Although not the most glamorous of all the steps to winterize your home, this step is functional and budget friendly. Ideally, it would be great to have double-pane windows that create a barrier to help retain the heat in the wintertime, but the cost can be a huge deterrent to going all out and changing your windows.

The next best thing is to find some window film that is made to attach to the inside of the window frames and create that barrier and add a space similar to double pane windows or triple pane if you are insulating double pane windows.

Window insulator kits are available in inside and outside configurations, allowing you to choose how to install them. Many people swear by these kits, and for the price, they really can’t be beaten.

Installing window film is an extreme weather step for areas that experience deep freezes and prolonged lower temperatures, but can also be used in less severe temperatures.

Price Range: $5-$35+

The price differences are based on types of plastic, thickness, application, and installation type

#8: Invest In a Chimney Balloon

Using a wood-burning fireplace can be a cozy way to heat your home, but sometimes burning is not possible. So on those days, weeks, or months that it’s cold outside and you can’t or just don’t want to burn in your fireplace, you want to block off the chimney to keep from losing heat through the flume.

There are dampers in most fireplaces, but they don’t completely block off the air draft that can go up the chimney. So the way to stop that draft is to use a chimney balloon.

Price Range: $43-$50 (depends on the size of the chimney)

#9: Clean Your Gutters

Throughout the four seasons, your gutters will receive rain, leaves, debris, random things like tennis balls, and even dead animals. Over time, this can cause structural damage to your gutters, leaving them vulnerable to what’s to come during winter.

The first and largest threat is the buildup of ice dams. Gutters are designed to allow water to flow through, but when ice dams form, they weigh down your gutters and anything you didn’t remove in the fall. Eventually, your gutters can sag and even break off.

#10: Flush and Insulate The Hot Water Heater

Your water heater has to work a bit harder to maintain the heat inside the tank during really cold weather. You want to flush your hot water heater to help it operate optimally and ensure that sediment and gunk don’t build up. Having a flushing schedule can ensure that your water heater runs efficiently throughout its life.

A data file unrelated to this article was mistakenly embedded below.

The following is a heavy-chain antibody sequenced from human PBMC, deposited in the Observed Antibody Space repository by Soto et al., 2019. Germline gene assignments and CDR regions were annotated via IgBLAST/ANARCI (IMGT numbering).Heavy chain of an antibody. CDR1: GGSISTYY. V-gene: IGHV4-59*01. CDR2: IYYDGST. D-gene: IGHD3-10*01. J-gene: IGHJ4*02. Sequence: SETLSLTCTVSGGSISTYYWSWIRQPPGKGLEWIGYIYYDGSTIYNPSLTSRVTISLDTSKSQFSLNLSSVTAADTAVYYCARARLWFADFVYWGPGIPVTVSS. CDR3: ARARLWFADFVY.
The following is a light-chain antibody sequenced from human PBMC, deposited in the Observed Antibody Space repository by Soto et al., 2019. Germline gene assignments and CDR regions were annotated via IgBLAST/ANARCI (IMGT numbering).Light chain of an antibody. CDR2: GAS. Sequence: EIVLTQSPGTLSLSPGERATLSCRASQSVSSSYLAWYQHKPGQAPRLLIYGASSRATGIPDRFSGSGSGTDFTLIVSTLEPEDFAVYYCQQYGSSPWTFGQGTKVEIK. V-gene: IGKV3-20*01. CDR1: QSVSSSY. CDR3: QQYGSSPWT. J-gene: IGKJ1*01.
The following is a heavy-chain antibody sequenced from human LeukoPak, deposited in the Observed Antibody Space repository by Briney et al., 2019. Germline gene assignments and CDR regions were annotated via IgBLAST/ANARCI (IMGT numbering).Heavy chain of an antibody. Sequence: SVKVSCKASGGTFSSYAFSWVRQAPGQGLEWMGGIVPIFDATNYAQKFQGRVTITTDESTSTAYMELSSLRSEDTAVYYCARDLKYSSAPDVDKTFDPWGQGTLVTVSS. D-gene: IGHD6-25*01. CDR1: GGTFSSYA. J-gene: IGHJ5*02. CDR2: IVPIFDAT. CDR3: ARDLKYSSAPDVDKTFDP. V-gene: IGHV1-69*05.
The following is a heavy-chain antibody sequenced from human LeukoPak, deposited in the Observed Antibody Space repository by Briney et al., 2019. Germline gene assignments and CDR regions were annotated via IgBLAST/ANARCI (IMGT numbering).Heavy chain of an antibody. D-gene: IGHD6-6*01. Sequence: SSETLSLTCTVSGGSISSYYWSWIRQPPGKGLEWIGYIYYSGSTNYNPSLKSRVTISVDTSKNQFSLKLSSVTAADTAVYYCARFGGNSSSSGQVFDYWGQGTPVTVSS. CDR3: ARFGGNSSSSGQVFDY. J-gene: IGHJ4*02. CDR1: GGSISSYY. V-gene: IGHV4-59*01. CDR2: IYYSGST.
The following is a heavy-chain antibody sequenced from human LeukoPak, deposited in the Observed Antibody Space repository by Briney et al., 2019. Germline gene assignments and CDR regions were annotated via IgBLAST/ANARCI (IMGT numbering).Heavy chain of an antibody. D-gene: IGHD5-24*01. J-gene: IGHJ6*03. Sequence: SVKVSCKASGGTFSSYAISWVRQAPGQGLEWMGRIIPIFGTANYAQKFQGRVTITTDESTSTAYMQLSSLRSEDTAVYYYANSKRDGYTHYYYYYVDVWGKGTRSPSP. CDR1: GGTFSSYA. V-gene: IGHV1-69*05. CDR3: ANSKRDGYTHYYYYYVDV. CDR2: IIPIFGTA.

Hot water heaters are often located in parts of your home that may not be as well insulated as the livable areas. This means you must ensure that water pipes are wrapped and that insulation is safely and properly installed around them. You should flush your water heater every 1-3 years.

There are water heater covers that you can wrap around your water heater to help it maintain the heat in the tank without continually relying on a flame to keep the water up to temp. These insulated heater blankets fit around the tank and are secured in place by straps. Some of these blankets have a super high R-value and can help save you money over the winter season.

Price Range: $30-$70 depending on size and material

#11: Wrap your Exposed Pipes

Wrapping your pipes could be one of the most important winterizing steps. This step can mean the difference between having water and not having water in January, which will help prevent busted pipes.

Exposed water lines that run through any part of your house that is not exposed to heat run a good chance of freezing. All it takes is a few hours exposed to 20℉/-6℃ to freeze solid. A simple step to save you from a huge headache and water damage can wrap them with insulation.

In DIY situations, hot water pipes can be wrapped in fiberglass, and the cold water lines can be wrapped with one of the available foam products. In extreme cases, you can also use a plug-in heat tape that comes in varying degrees.

Price Range: $1.80-$3.00 per linear foot for fiberglass

#12: Insulation

Insulation is the keyword when winterizing your home. Keeping cold air out and warm air in can be as easy as adding fiberglass insulation. Adding another layer in the attic or some layers or stuffing it in places where cold air can get in.

Insulating with fiberglass is an easy step for spaces that aren’t living spaces, such as basement doors, windows, unused rooms, and around-window AC units that have to winter in place.

Price Range: $0.50-$1.70 per sq ft depending on the brand, thickness, material, and R-Value

#13: Apply Caulking

Caulking can be used around windows and doors or anywhere that is stationary. A simple bead of caulk can stop a draft or a leak, and it’s very DIY-friendly. It might be necessary to remove the trim around the windows, and if the gap can be filled with caulking, add some.

Price Range: Caulking Gun- $5-$10, Tube of caulk $4 and up

#14: Remove the Garden Hose

Removing the garden hose from the bib on the side of your house may seem like a small detail but it is a step that can save some trouble and possibly money over the long haul. Water can sit in your hose and spigot and freeze quickly when temperatures drop. Removing the hose can insulate the spigot and drain and store your hose for next year.

This step saves your hose and insulates a potential freeze point in your water system.

Price: No Cost

#15: Integrate Smart Home Apps

You can find several apps and gadgets that can help winterize your home. From programmable thermostats to WiFi thermostats and climate sensors that can tell you if your pipes will freeze. If techy gadgets are your thing, you won’t be disappointed. One of my favorite smart home integrations is the ability to adjust the thermostat without leaving the bed. The possibilities are endless

Price Range: Thermostats $35- $60, Smart Home Gadget $100 and up